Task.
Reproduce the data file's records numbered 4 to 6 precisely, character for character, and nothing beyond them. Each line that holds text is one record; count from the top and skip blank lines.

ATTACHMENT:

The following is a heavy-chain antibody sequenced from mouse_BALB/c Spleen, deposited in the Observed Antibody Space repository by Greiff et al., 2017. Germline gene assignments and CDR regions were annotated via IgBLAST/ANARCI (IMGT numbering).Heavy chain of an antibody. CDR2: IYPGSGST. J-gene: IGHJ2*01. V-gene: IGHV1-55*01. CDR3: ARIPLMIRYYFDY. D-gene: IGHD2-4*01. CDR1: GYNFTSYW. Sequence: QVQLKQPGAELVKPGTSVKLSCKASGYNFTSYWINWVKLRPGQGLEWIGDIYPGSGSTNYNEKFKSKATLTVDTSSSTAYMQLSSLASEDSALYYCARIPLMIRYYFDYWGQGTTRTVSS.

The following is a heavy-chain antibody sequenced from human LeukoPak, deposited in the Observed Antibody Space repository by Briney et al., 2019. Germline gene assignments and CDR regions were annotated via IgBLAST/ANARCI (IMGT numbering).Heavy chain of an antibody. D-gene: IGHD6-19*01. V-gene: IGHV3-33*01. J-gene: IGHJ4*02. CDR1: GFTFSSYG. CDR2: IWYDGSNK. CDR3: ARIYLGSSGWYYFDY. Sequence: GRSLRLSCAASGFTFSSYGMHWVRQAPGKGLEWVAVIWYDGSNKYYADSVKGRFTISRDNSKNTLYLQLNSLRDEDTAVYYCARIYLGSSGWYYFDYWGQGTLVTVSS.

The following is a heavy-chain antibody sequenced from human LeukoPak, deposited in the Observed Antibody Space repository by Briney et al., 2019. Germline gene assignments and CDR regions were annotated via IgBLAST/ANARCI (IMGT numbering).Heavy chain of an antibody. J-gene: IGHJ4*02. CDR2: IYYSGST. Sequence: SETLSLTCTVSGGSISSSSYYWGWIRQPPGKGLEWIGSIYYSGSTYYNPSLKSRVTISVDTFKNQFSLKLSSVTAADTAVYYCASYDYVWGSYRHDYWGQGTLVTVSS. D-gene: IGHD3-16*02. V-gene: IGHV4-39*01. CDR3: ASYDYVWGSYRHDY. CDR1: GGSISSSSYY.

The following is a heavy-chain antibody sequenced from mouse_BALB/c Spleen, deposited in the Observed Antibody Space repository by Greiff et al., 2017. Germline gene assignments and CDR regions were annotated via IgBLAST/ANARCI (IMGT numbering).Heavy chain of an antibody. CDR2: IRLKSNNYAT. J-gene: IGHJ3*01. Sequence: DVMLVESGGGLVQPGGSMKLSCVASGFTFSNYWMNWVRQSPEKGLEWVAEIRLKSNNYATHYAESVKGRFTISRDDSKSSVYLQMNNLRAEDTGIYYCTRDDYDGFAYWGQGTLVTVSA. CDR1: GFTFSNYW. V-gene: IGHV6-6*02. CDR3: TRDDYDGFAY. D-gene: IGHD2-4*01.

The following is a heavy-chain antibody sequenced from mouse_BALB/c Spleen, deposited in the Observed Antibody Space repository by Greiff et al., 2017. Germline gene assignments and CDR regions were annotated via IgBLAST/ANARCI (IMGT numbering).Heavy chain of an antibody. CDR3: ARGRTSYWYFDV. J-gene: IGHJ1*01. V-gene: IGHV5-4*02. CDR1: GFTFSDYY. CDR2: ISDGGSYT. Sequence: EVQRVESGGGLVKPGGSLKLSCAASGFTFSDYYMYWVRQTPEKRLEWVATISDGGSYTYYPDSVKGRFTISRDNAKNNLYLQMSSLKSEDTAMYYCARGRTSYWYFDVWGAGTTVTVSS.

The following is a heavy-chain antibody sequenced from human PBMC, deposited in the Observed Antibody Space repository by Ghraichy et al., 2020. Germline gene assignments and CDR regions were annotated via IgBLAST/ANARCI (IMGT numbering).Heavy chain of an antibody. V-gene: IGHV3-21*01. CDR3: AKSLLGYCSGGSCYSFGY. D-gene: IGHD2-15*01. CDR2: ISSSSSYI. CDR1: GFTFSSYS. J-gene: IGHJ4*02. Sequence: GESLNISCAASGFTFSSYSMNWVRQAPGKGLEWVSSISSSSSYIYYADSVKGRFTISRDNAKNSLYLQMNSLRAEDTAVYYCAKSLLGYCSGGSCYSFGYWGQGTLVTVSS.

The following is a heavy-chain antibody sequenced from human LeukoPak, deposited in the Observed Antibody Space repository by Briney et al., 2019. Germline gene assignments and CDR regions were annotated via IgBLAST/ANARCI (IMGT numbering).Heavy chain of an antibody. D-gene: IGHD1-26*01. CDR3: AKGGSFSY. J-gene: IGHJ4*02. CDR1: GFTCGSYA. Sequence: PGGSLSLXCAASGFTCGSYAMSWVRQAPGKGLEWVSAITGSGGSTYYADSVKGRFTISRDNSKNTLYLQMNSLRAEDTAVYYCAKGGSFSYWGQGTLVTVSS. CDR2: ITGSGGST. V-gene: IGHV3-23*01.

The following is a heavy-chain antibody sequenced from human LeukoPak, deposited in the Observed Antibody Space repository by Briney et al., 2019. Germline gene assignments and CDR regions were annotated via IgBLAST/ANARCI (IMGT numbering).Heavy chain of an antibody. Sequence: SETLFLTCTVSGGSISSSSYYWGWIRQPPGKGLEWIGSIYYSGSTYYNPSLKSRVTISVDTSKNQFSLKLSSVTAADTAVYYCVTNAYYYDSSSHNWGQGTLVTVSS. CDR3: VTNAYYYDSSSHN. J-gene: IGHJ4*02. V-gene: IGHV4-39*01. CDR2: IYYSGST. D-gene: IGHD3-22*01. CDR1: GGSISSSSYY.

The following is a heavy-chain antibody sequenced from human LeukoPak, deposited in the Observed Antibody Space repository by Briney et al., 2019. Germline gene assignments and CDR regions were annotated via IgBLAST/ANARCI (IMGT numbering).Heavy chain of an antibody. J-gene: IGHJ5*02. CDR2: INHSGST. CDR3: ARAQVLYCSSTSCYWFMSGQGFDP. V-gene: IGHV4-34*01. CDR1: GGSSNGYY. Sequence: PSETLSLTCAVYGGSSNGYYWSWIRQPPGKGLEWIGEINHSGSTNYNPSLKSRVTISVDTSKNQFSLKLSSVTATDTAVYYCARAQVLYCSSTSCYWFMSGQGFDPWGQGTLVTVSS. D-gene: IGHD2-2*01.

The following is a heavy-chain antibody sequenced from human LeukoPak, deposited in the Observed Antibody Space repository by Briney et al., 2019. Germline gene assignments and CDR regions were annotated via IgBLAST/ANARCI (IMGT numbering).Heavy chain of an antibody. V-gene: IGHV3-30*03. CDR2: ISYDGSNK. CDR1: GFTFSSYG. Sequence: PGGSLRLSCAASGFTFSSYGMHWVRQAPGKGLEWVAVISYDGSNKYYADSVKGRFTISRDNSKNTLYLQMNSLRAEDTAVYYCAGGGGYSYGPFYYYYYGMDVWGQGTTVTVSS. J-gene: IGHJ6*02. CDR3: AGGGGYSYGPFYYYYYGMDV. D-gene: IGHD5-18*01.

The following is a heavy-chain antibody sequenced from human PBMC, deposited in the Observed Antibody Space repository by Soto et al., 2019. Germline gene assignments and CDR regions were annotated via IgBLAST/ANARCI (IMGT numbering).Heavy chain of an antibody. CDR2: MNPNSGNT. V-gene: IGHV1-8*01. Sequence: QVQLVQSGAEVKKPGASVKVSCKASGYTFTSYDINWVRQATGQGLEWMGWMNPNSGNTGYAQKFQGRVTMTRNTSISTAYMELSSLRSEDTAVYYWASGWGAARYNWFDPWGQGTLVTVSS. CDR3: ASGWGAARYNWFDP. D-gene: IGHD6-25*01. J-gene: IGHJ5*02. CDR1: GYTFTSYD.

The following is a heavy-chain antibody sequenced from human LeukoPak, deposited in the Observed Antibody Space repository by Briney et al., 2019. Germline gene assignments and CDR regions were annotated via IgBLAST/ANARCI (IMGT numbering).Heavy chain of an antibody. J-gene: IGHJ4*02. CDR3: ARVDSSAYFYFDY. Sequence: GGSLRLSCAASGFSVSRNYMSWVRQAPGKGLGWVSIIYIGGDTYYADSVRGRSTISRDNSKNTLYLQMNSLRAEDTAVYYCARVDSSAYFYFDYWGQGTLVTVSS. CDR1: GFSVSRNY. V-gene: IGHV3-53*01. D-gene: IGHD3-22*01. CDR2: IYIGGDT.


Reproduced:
The following is a heavy-chain antibody sequenced from mouse_BALB/c Spleen, deposited in the Observed Antibody Space repository by Greiff et al., 2017. Germline gene assignments and CDR regions were annotated via IgBLAST/ANARCI (IMGT numbering).Heavy chain of an antibody. CDR2: IRLKSNNYAT. J-gene: IGHJ3*01. Sequence: DVMLVESGGGLVQPGGSMKLSCVASGFTFSNYWMNWVRQSPEKGLEWVAEIRLKSNNYATHYAESVKGRFTISRDDSKSSVYLQMNNLRAEDTGIYYCTRDDYDGFAYWGQGTLVTVSA. CDR1: GFTFSNYW. V-gene: IGHV6-6*02. CDR3: TRDDYDGFAY. D-gene: IGHD2-4*01.

The following is a heavy-chain antibody sequenced from mouse_BALB/c Spleen, deposited in the Observed Antibody Space repository by Greiff et al., 2017. Germline gene assignments and CDR regions were annotated via IgBLAST/ANARCI (IMGT numbering).Heavy chain of an antibody. CDR3: ARGRTSYWYFDV. J-gene: IGHJ1*01. V-gene: IGHV5-4*02. CDR1: GFTFSDYY. CDR2: ISDGGSYT. Sequence: EVQRVESGGGLVKPGGSLKLSCAASGFTFSDYYMYWVRQTPEKRLEWVATISDGGSYTYYPDSVKGRFTISRDNAKNNLYLQMSSLKSEDTAMYYCARGRTSYWYFDVWGAGTTVTVSS.

The following is a heavy-chain antibody sequenced from human PBMC, deposited in the Observed Antibody Space repository by Ghraichy et al., 2020. Germline gene assignments and CDR regions were annotated via IgBLAST/ANARCI (IMGT numbering).Heavy chain of an antibody. V-gene: IGHV3-21*01. CDR3: AKSLLGYCSGGSCYSFGY. D-gene: IGHD2-15*01. CDR2: ISSSSSYI. CDR1: GFTFSSYS. J-gene: IGHJ4*02. Sequence: GESLNISCAASGFTFSSYSMNWVRQAPGKGLEWVSSISSSSSYIYYADSVKGRFTISRDNAKNSLYLQMNSLRAEDTAVYYCAKSLLGYCSGGSCYSFGYWGQGTLVTVSS.